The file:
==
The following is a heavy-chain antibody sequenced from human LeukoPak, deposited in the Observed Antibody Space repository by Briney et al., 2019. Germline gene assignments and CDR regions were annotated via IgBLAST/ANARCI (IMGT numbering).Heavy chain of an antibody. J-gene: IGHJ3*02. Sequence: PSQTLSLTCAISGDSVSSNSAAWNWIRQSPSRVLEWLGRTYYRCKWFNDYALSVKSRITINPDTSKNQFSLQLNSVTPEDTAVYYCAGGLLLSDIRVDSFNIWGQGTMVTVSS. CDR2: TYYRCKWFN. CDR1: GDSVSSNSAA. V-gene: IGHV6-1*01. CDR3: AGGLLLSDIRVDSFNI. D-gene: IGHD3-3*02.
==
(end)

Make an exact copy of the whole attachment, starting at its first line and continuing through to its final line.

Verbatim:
The following is a heavy-chain antibody sequenced from human LeukoPak, deposited in the Observed Antibody Space repository by Briney et al., 2019. Germline gene assignments and CDR regions were annotated via IgBLAST/ANARCI (IMGT numbering).Heavy chain of an antibody. J-gene: IGHJ3*02. Sequence: PSQTLSLTCAISGDSVSSNSAAWNWIRQSPSRVLEWLGRTYYRCKWFNDYALSVKSRITINPDTSKNQFSLQLNSVTPEDTAVYYCAGGLLLSDIRVDSFNIWGQGTMVTVSS. CDR2: TYYRCKWFN. CDR1: GDSVSSNSAA. V-gene: IGHV6-1*01. CDR3: AGGLLLSDIRVDSFNI. D-gene: IGHD3-3*02.